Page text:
What is the Institute of Business Ethics

19th February, 2024

As chair of the Institute of Business Ethics (IBE), that is a question that I am regularly asked.

We exist to champion the highest standards of ethical business behaviour. So we have a lot in common with the Good Business Charter – of which I am a big fan.

Charles Wookey and the late Loughlin Hickey, who did so much to establish Blueprint for Better Business used to say, only half-jokingly, it had taken them a year to develop their foundational one-side of A4 Blueprint Principles: https://www.blueprintforbusiness.org/the-principles/

And then a second year to produce Blueprint’s Framework for becoming a Purpose-led business: https://www.blueprintforbusiness.org/the-framework/

Well, in a similar spirt of partial jocularity, and recognising the value of brevity and “simplicity the other side of complexity,” I’d say, it has taken the IBE almost forty years, to refine down to a single side of A4, the essence of what we know about striving to do business ethically. In our case, this is our Business Ethics Framework. See below.

It starts with being purpose-led – so close links there to Blueprint; ethical values, leadership at all levels of a business; and all helping to shape organisational culture: the way we do business around here, especially when we think no one else is watching! In other words: behaviours: how does an organisation want and expect its employees to behave: to each other, to customers, suppliers, competitors and communities from which the business derives its licence to operate.

Supporting all of this, the IBE believes are some critical foundations. These include having a robust Code of Ethics which explains in simple language, how the business expects its

employees to behave to each other, to customers, suppliers, business partners, competitors and society at large. Is this Code regularly updated? Is it easy to find – or conversely one of those policies “somewhere on the company Intranet?!”

Are the key messages of the company’s Code of Ethics shared in induction of new employees? In regular training and refresh sessions? Does the business try to bring their Code of Ethics to life with real-world ethical dilemmas that people in the business have actually faced? Are leaders at all levels of the organisation talking about behaving ethically – and exploring openly some of the “grey” areas when it comes to ethical decision-making?

Amongst other foundational elements are the links to management training and especially to first-line management training. As a Companion of the CMI (Chartered Management Institute) I have reverberating around my brain, the fact that, according to CMI/YouGov research, 82% of new managers in the UK have received no formal management training before taking up post. It is also important to link ethical behaviour to rewards and recognition. I suspect many of us will know of organisations that talk a good talk on doing business ethically, but still reward and recognise “rainmakers” who bring in the results, no questions asked! And is there a genuine “speak-up” culture, so that issues are raised early, rather than when things have deteriorated massively, and employees have to resort to the “nuclear option” of “whistle-blowing?”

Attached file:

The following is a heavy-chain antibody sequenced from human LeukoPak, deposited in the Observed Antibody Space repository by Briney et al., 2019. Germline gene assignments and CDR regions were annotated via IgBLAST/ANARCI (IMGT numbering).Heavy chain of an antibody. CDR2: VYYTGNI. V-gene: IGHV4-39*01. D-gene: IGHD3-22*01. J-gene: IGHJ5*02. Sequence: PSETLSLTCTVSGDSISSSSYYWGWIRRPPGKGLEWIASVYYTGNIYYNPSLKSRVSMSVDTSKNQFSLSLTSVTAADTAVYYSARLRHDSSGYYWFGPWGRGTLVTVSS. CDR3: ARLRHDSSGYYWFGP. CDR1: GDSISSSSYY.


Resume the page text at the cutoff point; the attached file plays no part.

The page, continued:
To help businesses large and small, to embed the different “building blocks” of the Business Ethics Framework, the IBE has lots of Good Practice Guides, Board Guidance and innovations notes, in our IBE Knowledge Hub: https://www.ibe.org.uk/knowledge-hub.html

Having all of these foundations in place does not automatically guarantee that a business will always behave ethically – all human institutions – by definition – are fallible; but having these different components of the Business Ethics Framework provide the best “fighting chance” of avoiding ethical lapses – or ensuring faster recovery if ethical misbehaviour has occurred.

In support of all of this, the IBE has a Triple-A role: as Authority on doing business ethically, as an Adviser to individual businesses (often when they need extra help after some ethical problems) and as an Advocate for the positive business case for doing business ethically (as well as it is just better business and the right thing to do!).

As our supporters know, we aim to fulfil the Triple A role through a variety of means including board briefings, Good Practice Guides, webinars, training programmes and working internally with individual businesses.

Business never stands still and the issues confronting businesses that want to behave ethically, continue to expand. In the coming months, therefore, we will be paying particular attention, for example, to the issues of using Artificial Intelligence ethically and safely; and how young people think about what it means to do business ethically.

All of this is why the board and executive team of IBE are so clear that the need for an organisation like the IBE is even more relevant today that when we were founded almost

forty years ago. I would also argue that we are a perfect “Yin” to the “Yang” of the ten specific commitment areas of the Good Business Charter. Uniting the work of both the IBE and GBC is a sense of fairness, of treating others fairly.

David Grayson is chair of the Institute of Business Ethics.